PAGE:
Jared Ning




After 2 full days at sea, the Egyptian port of Alexandria was our first stop. Cairo and the great pyramids of Giza were a 2.5 hour drive each away. Lining up and organizing probably took another 2 hours. All that, and we spent less than 30 minutes at the feet of the pyramids. I would've liked to have spent more time there, but it was enough, and it was worth the trouble. For 5 weeks I've been looking at the intricate details of large structures made hundreds and hundreds of years ago. The pyramids of Giza are something else. Not much detail at all. I didn't see any hieroglyphics or paintings. No mummies. No treasures. Just a simple shape sitting in the sand that has lasted for thousands of years.


I heard a comedian joke about how stupid sharks are. They're so stupid that they swim just high enough to the surface showing their fin, losing the element of surprise. That's basically what I think about rich Egyptian pharaohs and their pyramids holding all their wealth that they thought they could take with them to the afterlife. There are actually hundreds of pyramids in Egypt, and most of them were empty when they were discovered, robbed of their treasures. After a few hundred years, they finally figured out that making giant flashing neon signs pointing to their treasures wasn't such a good idea, so they quit making pyramids. If there was space travel back then, Egypt might have looked like a map with little triangles all over it marking where all its treasures were.

There was a story our guide in Alexandria told us that I really liked and will probably butcher here. There was a pharaoh named Amenhotep III. He loved his wife very much. He even gave her an unusually large amount of power for the wife of a pharaoh. Before this time, statues depicted women at a height no taller than a man's knee. Statues we saw at the museum had both of them at equal height. This pharaoh was one of the first to promote equality between men and women.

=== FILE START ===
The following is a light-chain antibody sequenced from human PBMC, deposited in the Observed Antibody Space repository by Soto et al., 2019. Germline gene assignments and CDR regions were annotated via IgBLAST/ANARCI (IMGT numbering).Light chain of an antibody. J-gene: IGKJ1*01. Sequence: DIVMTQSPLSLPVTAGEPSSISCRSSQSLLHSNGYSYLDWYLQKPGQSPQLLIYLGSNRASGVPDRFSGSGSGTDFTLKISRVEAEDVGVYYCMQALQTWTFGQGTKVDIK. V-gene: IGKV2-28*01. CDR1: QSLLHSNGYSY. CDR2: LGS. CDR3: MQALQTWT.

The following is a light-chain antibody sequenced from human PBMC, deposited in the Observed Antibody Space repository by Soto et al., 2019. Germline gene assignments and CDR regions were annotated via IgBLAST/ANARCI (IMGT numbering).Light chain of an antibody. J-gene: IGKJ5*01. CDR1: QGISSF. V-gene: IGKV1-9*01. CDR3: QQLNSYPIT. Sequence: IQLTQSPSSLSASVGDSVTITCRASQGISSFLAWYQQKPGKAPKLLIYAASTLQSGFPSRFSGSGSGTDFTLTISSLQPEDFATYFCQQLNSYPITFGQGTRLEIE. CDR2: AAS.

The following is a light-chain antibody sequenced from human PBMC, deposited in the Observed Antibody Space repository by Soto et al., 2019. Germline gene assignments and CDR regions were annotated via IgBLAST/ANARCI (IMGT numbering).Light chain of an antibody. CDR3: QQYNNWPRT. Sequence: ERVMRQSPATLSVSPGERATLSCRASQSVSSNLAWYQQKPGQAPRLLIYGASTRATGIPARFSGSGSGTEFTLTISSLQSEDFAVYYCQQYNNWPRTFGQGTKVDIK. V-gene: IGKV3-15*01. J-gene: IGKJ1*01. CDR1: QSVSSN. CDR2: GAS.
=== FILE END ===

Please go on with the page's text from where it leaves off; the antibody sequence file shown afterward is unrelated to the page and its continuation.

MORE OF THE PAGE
They had a son, Akhenaten. He had a very controversial view of religion: he wanted people to worship only a single god. He married a woman with unsurpassed beauty. Her name was Nefertiti. She also had a lot of power for a woman. After their death, people didn't really buy into their religious beliefs and they returned to their old custom of multiple gods.

They had a son named Tutankhamun. For being a pharaoh, he was actually pretty insignificant for his time. He was so insignificant that tomb robbers didn't even bother raiding his tomb. Because of that, King Tut's pyramid was discovered with all its treasures inside including the gorgeous gold mask that you see in every middle school ancient history book. We saw it in the Cairo museum. It made me wonder what all the gold treasures that was stolen from tombs were melted down and made into. This is all thanks to King Tut. The way our guide put it, he is famous because he wasn't famous.

We also got to see the Sphinx, which isn't exactly within walking distance to the pyramids. One of the guides gave a very good theory about why sphinxes are always missing noses. Ancient Egyptians believed that spirits would re-enter the body of sculptures through the noses and eyes. So their enemies destroyed the noses and eyes so that they spirit would never come back to life.